Make tracks and deliver the goods to become a powerful adversary and businessperson in a reincarnation of the classic game, Sid Meier's Railroads! Much like the original, this edition of Sid Meier's Railroads! features the challenge of creating a railroad empire by making something out of nothing during a time period that begins in the early days of steam engines and runs to the modern trains of the 1970s. You begin by selecting one of ten maps in places like England, Germany, and the United States, and then customizing a scenario. Lay tracks to connect cities in the most efficient manner possible, and set stations down in areas that will get the most use. With tracks and stations come the need for trains, and the game offers 30 selections that include the 0-4-0 Planet and the 4-6-6-4 Challenger.
Your main profit maker in the beginning is the transportation of people and mail, but as time goes on and 30 different types of industries sprout up, you can choose to haul over 20 goods to their destinations in factories, markets, lumber mills, and more. During all this growth you should keep an eye on your competitors and the market, to make sure your stock price doesn't drop low enough to become purchasable by rivals. However, keep in mind that when opposing players lose stock value, you can buy them out and inherit their tracks, stations, trains, and industries as well. As your empire grows, the need to split your tracks will arise, and if you don't want delays caused by waiting trains, you should make this a common practice. The winner is the transport baron with the most stock at the end of the game. Multiplayer action is available over a LAN or through the Internet, in the form of cooperative or competitive play.
The first thing that needs to be said regarding Sid Meier's Railroads! is that this game is not Railroad Tycoon IV. Despite the subject matter and surface similarities in gameplay, Sid Meier's Railroads! is aimed at a very different audience. Rather than the deep, complicated economic and business simulation Railroad Tycoon fans might expect, Firaxis' new game is a light, breezy simulation aimed squarely at more casual gamers and those who just enjoy playing with virtual model trains. In this, the game succeeds. Gamers who come in looking for a simple, enjoyable strategy game with a fun multiplayer component won't be disappointed,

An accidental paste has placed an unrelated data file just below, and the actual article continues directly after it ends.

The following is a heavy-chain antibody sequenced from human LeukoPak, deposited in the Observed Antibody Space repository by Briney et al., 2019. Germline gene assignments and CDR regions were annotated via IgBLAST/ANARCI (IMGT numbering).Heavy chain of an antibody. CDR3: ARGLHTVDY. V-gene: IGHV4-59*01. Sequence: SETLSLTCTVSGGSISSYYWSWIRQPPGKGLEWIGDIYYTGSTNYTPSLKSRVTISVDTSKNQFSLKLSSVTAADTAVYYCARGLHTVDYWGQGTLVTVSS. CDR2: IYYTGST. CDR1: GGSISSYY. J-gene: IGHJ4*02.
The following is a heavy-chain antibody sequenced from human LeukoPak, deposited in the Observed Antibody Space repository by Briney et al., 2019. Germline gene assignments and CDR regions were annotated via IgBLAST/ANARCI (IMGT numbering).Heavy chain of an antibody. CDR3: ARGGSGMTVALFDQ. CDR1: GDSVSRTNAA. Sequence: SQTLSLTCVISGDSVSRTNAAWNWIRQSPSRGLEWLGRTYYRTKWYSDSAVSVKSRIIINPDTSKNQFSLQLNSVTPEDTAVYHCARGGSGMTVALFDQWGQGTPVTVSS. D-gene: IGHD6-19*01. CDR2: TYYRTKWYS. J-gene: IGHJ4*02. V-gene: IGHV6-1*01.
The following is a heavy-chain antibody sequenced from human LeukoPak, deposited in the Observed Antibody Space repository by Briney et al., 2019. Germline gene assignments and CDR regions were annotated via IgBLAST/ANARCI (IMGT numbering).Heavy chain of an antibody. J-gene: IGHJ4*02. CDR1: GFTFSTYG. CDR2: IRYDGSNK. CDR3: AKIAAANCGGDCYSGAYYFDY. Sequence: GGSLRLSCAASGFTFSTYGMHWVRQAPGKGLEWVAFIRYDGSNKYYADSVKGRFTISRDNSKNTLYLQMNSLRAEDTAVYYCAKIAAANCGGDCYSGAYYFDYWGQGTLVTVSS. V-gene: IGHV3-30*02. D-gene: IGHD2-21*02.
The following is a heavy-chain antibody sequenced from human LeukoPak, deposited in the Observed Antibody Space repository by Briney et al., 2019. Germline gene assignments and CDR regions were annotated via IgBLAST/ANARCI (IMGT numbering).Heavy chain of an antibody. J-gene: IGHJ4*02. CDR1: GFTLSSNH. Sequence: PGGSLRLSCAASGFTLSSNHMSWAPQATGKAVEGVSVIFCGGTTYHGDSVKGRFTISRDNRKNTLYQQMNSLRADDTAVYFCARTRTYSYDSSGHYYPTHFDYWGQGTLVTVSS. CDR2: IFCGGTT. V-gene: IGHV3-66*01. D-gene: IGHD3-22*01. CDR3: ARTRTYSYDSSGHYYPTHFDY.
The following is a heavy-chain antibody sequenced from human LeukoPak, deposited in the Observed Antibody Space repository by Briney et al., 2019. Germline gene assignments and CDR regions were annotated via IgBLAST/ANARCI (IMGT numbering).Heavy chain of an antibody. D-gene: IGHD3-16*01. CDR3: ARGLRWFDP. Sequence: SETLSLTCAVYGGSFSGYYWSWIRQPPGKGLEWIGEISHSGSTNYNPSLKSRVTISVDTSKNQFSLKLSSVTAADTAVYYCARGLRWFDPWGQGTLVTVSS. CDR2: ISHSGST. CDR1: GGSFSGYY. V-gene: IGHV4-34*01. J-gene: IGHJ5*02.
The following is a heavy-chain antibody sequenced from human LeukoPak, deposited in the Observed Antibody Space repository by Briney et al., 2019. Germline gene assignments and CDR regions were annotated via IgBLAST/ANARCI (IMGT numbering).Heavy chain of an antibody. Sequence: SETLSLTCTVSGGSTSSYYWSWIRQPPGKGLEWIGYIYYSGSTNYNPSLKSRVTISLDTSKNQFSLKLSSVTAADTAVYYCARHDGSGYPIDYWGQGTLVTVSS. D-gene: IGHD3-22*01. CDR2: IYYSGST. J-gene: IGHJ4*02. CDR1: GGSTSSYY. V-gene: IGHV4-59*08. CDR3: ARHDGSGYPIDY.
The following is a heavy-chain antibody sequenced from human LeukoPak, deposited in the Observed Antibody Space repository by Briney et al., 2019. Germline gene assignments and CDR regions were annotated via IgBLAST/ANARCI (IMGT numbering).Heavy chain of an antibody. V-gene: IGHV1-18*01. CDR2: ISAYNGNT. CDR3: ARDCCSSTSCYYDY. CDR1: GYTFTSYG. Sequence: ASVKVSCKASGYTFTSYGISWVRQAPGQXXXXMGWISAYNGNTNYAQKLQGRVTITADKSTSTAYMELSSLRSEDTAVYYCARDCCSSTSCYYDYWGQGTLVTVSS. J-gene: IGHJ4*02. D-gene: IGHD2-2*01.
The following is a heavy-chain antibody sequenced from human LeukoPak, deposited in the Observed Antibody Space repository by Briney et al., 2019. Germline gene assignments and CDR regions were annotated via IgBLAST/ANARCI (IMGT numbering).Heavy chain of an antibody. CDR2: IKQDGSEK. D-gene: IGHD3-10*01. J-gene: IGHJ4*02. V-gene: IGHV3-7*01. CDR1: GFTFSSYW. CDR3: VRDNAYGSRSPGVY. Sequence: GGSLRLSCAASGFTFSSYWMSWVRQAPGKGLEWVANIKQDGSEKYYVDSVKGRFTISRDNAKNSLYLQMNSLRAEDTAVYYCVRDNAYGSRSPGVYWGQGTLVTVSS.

As the name would imply, the point of Railroads! is to create a business empire by laying tracks across vast expanses of virgin wilderness and run iron horses back and forth between cities. Players get paid for delivering passengers and mail cars, of course, but the real money comes from laying down spur lines and delivering one of the dozen or so commodities (such as coal, steel, or food) from producers to consumers. It's basic supply-and-demand and while the economic model in Railroads! is pretty simple, it's just deep and dynamic enough to be fun.
This low learning curve is easily Railroads!' greatest strength. The entire game seems to be built around user friendliness, starting with the game's user interface. The UI is built around eight easily identifiable buttons that open up simple screens that easily communicate a remarkable amount of information about the health of the player's empire. The biggest problem in the interface is the lack of an "undo" button. Its absence is a mystery and a bit of an annoyance considering how much effort went into the rest of the UI. Sections of track can be deleted and a portion of the construction price reimbursed, but that's not really a substitute.
Fortunately, this isn't as much of a concern as it might be because of the ease of laying out tracks. Putting down track is as easy as a player clicking on the section of existing track where they want to start and dragging it to where they want to end. The game itself does a pretty good job of laying out the track in between, pushing tunnels through hills and building bridges where necessary. The game can get bit confused if a curve is too sharp or the track extremely long, but the interface includes controls that let the player adjust things like track elevation and laying down shorter pieces of track usually solves the problem.